The effects of feedback in microcomputer courseware and learner locus-of-control on short-term recall and retention.

Nishikawa, Sue Sueko, Ph.D., University of Kansas, 1989.


This study examined the effects of Immediate Feedback (IFB), Delayed Feedback (DFB) and No Feedback (NFB) in instruction on short-term recall and retention and investigated whether learner locus of control (LOC) significantly interacts with the treatment conditions to affect performance. It was hypothesized that learners who attribute their successes and failures to events and actions under their control (Internals) perform best under DFB or NFB conditions while those who attribute successes and failures to events and action not under their control (Externals) perform best given IFB. The Intellectual Achievement Responsibility Questionnaire (IARQ) was administered to 102 Junior High School students to determine learner internal or external LOC. Treatment (independent variable) consisted of giving IFB, DFB and NFB in computer-assisted instruction (CAI) to both Internals and Externals. The test for short-term recall was administered after the instruction and a similar test for retention was administered a week later. Performance (dependent variable) on the tests by the two LOC (moderator variable) groups given the treatment was measured. Using a 2 x 3 factorial design (LOC x Feedback), a multivariate analysis was employed to test the hypotheses. The significant difference in performance between Internals and Externals was tested using the Scheffe post hoc method. While the results of the post hoc test indicated no significant differences on either performance measures or treatment condition, the Internals performed significantly better on short-term recall than Externals. The data analyses showed no other significant differences or interaction of LOC by treatment conditions. Further research extended over a complete study unit using a larger sample of students is warranted.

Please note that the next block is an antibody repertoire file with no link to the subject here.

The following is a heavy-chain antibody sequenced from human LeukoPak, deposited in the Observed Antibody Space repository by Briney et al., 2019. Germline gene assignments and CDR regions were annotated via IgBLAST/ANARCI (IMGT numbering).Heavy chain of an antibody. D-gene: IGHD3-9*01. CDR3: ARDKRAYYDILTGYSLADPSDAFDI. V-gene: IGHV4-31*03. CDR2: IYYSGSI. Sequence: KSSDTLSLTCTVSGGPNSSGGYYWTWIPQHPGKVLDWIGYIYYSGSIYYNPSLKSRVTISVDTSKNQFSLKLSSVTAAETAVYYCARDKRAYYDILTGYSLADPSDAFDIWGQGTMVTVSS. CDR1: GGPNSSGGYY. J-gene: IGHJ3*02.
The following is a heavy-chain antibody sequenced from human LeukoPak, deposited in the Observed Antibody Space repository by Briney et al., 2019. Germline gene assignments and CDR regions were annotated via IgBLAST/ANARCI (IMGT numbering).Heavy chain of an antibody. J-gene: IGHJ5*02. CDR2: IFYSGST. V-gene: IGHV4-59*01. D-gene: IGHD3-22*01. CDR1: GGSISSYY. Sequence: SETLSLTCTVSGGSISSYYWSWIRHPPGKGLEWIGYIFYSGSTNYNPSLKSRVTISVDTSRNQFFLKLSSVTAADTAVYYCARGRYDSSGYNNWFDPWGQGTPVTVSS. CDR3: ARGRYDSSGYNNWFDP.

139 pages